Japanese Prime Minister Shinzo Abe has nominated Asian Development Bank President Haruhiko Kuroda to lead the nation’s central bank and picked two deputy governors. Their stance on monetary policy seems to be biased towards easing, which is helping the Yen’s depreciation, according to Citibank.
The substantial depreciation of the yen is mainly reflected in exchange rates with almost all currencies rising against it. When Abe took office, he announced a 2 percent inflation target to stimulate the economy to fulfil his campaign promise. He also says Japan will officially join the global "indefinite" quantitative easing policy following the United States, and is prepared to carry out large scale asset purchases.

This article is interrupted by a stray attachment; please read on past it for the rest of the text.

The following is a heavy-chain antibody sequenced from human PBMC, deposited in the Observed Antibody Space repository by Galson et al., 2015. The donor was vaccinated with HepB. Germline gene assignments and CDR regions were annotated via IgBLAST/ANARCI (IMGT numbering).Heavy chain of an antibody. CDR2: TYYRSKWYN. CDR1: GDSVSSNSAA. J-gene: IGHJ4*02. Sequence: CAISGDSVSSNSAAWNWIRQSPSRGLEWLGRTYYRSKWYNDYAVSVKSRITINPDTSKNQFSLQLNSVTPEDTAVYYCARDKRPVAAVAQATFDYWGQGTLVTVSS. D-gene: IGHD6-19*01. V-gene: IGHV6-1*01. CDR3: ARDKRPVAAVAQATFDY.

The inflation expectation promotes the yen’s depreciation. The yen has now depreciated by 20 percent since the end of last year. Meanwhile, Abe’s cabinet has also launched a 20 trillion fiscal stimulus plan, which reach the largest since the world war two.
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